Igniting Innovation: Tips, Sparks and Ideas for Acting on Innovation

4 Things Leaders Should Consider When Making Innovation Decisions

Posted by Corie Roudebush Spialek on Oct 6, 2015 10:00:00 AM

I recently came across an article in the Wall Street Journal by Andrew Blackman where he talks about the Inner Workings of the Executive Brain.

Through his conversations the following 4 things emerged:

  1. Be Wary of Deadlines: Brain research from Richard Boyatzis at Case Wester Reserve suggests that setting deadlines actually limits our thinking and leads to bad decision making.  What they have found is that deadlines increase urgency and stress levels which leads to people being less open to change and/or blowing something up to get to a new place. 

    Eliminating deadlines isn't exactly realistic, but helping employees and teams reduce stress will allow them to access the creative parts of their brains even when under pressure. Dr. Pillay out of Harvard said that often when people are taught to meditate they reach a mental state that allows the creative part of their brain to be active.  

  2. Big Unknowns Lead to Bad Choices: Take a deadline and then add the uncertainty of the companies future or the employees future and you have a recipe for disaster. Dr. Pillay said it is important for leadership to let the teams know that no decision is final. Removing the pressure will prevent people from making  decisions based on the fear that bad things are going to happen.  He says when looking at a situation through doom and gloom you are more likely to make exactly the wrong decision.

  3. Good Thinkers Look Past Facts: When Blackman spoke to Roderick Gilkey an Emory professor of management and an associate professor of psychology he found out that a study of mid career executives brains showed more dominant activities in the parts of the brain involved in social and emotional thinking when working on a strategic decision. What they believe is that a good strategic thinker not only relies on logic and rationality, but also, can feel their way through strategies. They see the big picture and the potential for negative long term effects of a decision.  Putting yourself in the someone else's shoes is just as important as analyzing the facts.

  4. Leaders Should Stay Positive: The best leaders are good at motivating their teams.  They use encouragement and rewards to create an emotional bond. Boyatzis states that we still have a lingering belief that to be effective we must be negative and tough when all of the data shows it is just not true on a very basic human level.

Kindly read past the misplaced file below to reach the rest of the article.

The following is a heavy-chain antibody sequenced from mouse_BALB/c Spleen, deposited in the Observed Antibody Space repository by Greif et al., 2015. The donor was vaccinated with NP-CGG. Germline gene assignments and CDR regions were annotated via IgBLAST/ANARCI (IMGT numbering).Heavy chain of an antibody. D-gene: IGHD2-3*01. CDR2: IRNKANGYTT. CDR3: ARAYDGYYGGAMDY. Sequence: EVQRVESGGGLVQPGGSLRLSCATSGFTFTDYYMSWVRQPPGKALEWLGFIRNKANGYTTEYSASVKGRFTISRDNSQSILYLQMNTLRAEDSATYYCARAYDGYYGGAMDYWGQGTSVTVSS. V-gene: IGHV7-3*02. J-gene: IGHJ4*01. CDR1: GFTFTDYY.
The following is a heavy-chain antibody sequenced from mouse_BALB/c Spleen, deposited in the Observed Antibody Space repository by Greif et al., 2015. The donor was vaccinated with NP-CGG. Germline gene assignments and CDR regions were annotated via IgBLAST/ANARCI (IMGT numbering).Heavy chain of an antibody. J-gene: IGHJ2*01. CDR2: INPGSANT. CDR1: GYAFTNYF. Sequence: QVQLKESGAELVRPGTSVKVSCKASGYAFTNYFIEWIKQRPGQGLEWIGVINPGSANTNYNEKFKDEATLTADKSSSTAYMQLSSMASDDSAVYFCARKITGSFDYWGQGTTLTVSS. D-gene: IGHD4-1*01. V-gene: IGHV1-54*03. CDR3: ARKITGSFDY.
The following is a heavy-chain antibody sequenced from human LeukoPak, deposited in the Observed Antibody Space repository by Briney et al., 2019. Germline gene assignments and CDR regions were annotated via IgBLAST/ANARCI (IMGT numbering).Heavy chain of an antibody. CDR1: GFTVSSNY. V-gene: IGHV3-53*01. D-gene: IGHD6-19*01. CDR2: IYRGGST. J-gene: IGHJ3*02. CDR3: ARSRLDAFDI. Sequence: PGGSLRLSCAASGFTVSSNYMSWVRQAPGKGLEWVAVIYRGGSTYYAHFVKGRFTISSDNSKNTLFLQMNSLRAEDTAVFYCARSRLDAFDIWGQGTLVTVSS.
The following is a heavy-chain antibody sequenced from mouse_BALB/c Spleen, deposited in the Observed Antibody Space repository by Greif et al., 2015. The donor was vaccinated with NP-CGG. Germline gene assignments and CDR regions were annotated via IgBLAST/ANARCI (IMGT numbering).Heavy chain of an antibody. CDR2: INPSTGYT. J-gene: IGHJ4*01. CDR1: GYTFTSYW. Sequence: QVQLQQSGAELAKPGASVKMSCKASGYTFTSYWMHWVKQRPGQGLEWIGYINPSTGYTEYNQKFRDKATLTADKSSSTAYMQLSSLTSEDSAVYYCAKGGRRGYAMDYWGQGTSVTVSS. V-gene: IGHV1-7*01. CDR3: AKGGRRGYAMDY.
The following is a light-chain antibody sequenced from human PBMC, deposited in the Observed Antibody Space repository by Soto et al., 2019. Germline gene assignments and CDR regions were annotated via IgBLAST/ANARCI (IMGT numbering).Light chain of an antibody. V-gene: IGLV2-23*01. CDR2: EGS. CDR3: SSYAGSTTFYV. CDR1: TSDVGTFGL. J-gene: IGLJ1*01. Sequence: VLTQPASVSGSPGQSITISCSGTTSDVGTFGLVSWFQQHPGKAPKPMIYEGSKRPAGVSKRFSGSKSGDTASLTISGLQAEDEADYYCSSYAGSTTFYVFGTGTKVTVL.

As you reflect on what Blackman discovered in his interviews is your narrative encouraging or gloom and doom? are you thinking big picture enough? are you allowing for failure? and do you have reasonable time frames?



Topics: innovation, Leading Innovation, leadership

Corie Roudebush Spialek

Written by Corie Roudebush Spialek

Corie is the Director of Operations at Eureka! Ranch. She has a superlative attention to detail, yet sees the big picture. She is vigilant at doing the right things – even if they are not the easy thing to do. She’s efficient, persistent, dedicated, and unflinchingly committed to the Ranch and her clients. During her over 14 years with the Ranch she has helped push teams from a diverse group of companies like Jim Beam, Tyson Foods, Walmart, General Mills, Infantino, Public Radio International, National Wildlife Federation, and The Student Conservation Association to new places in their approach to innovation. Corie is a DePauw University graduate who gets the job done with grace and good humor. She and her husband Ed live in Cincinnati, Ohio with their son and twin girls. She is a DePauw University graduate who spends her free time at the pool or on the lake with her husband and three kids.

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